0
We're unable to sign you in at this time. Please try again in a few minutes.
Retry
We were able to sign you in, but your subscription(s) could not be found. Please try again in a few minutes.
Retry
There may be a problem with your account. Please contact the AMA Service Center to resolve this issue.
Contact the AMA Service Center:
Telephone: 1 (800) 262-2350 or 1 (312) 670-7827  *   Email: subscriptions@jamanetwork.com
Error Message ......
ARTICLE |

Lymphopenic Infectious Mononucleosis

Robert S. Bar, MD; John Adlard, MD; Fred B. Thomas, MD
Arch Intern Med. 1975;135(2):334-337. doi:10.1001/archinte.1975.00330020138019.
Text Size: A A A
Published online

Infectious mononucleosis (IM) is thought to be a benign lymphoproliferative disease defined by characteristic clinical, hematologic, and serologic features.1 The established laboratory criteria for the diagnosis of IM include positive heterophil reactions, absolute lymphocytosis with increased numbers of atypical forms, and elevated titers of Epstein-Barr viral (EBV) antibodies.1,2 We describe two unique cases of IM, one with fulminant pancreatitis, hepatitis, myocarditis, clinical shock, and renal insufficiency and the other with severe hepatitis that progressed to chronic aggressive hepatitis. The two cases reported herein are distinctly unusual forms of IM in two respects: (1) both were associated with severe lifethreatening complications and (2) both patients came to us with absolute lymphopenia.

PATIENT SUMMARIES 

Patient 1.  —An 18-year-old female college student developed malaise, nausea, and daily fevers to 40 C (104 F) orally. These symptoms persisted for approximately two weeks, then gradually cleared up in four to seven days. During

Topics

Sign in

Create a free personal account to sign up for alerts, share articles, and more.

Purchase Options

• Buy this article
• Subscribe to the journal

First Page Preview

View Large
First page PDF preview

Figures

Tables

References

Correspondence

CME
Meets CME requirements for:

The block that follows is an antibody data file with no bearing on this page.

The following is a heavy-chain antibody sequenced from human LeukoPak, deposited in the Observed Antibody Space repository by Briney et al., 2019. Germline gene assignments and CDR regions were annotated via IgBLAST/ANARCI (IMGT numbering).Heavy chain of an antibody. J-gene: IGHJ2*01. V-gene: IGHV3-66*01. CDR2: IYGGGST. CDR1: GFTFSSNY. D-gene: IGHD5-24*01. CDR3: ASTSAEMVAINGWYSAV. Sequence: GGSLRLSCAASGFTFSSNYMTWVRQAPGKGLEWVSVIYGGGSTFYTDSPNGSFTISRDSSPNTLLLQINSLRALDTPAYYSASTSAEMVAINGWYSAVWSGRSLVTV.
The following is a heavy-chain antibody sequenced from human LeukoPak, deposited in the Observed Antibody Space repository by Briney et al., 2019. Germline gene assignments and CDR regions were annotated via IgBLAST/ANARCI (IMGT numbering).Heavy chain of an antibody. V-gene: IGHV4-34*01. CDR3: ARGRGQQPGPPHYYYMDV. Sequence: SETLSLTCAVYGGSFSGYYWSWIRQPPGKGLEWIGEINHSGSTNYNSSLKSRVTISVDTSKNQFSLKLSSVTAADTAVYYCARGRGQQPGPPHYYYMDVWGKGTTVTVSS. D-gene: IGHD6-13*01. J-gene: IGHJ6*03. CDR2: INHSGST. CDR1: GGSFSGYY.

Browse CME for all U.S. States
Accreditation Information
The American Medical Association is accredited by the Accreditation Council for Continuing Medical Education to provide continuing medical education for physicians. The AMA designates this journal-based CME activity for a maximum of 1 AMA PRA Category 1 CreditTM per course. Physicians should claim only the credit commensurate with the extent of their participation in the activity. Physicians who complete the CME course and score at least 80% correct on the quiz are eligible for AMA PRA Category 1 CreditTM.
Note: You must get at least of the answers correct to pass this quiz.
You have not filled in all the answers to complete this quiz
The following questions were not answered:
Sorry, you have unsuccessfully completed this CME quiz with a score of
The following questions were not answered correctly:
Commitment to Change (optional):
Indicate what change(s) you will implement in your practice, if any, based on this CME course.
Your quiz results:
The filled radio buttons indicate your responses. The preferred responses are highlighted
For CME Course: A Proposed Model for Initial Assessment and Management of Acute Heart Failure Syndromes
Indicate what changes(s) you will implement in your practice, if any, based on this CME course.
Submit a Comment

Multimedia

Some tools below are only available to our subscribers or users with an online account.

Sign in

Create a free personal account to sign up for alerts, share articles, and more.

Purchase Options

• Buy this article
• Subscribe to the journal

Related Content

Customize your page view by dragging & repositioning the boxes below.

Jobs
brightcove.createExperiences();